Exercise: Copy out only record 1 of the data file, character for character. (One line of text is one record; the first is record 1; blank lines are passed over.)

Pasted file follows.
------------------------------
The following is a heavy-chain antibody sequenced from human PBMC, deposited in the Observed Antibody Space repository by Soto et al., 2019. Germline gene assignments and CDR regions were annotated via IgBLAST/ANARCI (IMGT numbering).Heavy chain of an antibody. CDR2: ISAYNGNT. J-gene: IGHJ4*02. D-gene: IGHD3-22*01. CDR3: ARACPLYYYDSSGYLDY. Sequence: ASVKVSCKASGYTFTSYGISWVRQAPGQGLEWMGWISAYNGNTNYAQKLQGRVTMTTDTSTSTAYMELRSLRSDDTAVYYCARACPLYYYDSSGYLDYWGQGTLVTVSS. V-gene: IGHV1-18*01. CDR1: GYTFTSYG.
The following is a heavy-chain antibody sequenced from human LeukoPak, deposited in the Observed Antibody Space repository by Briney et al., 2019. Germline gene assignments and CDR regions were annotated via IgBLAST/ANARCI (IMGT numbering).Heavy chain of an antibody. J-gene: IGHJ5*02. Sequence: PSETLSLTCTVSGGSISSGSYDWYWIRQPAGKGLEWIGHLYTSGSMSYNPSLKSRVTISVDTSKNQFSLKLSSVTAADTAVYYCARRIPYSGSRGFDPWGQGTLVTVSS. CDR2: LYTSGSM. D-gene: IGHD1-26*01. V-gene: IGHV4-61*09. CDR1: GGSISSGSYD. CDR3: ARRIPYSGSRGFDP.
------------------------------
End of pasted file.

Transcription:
The following is a heavy-chain antibody sequenced from human PBMC, deposited in the Observed Antibody Space repository by Soto et al., 2019. Germline gene assignments and CDR regions were annotated via IgBLAST/ANARCI (IMGT numbering).Heavy chain of an antibody. CDR2: ISAYNGNT. J-gene: IGHJ4*02. D-gene: IGHD3-22*01. CDR3: ARACPLYYYDSSGYLDY. Sequence: ASVKVSCKASGYTFTSYGISWVRQAPGQGLEWMGWISAYNGNTNYAQKLQGRVTMTTDTSTSTAYMELRSLRSDDTAVYYCARACPLYYYDSSGYLDYWGQGTLVTVSS. V-gene: IGHV1-18*01. CDR1: GYTFTSYG.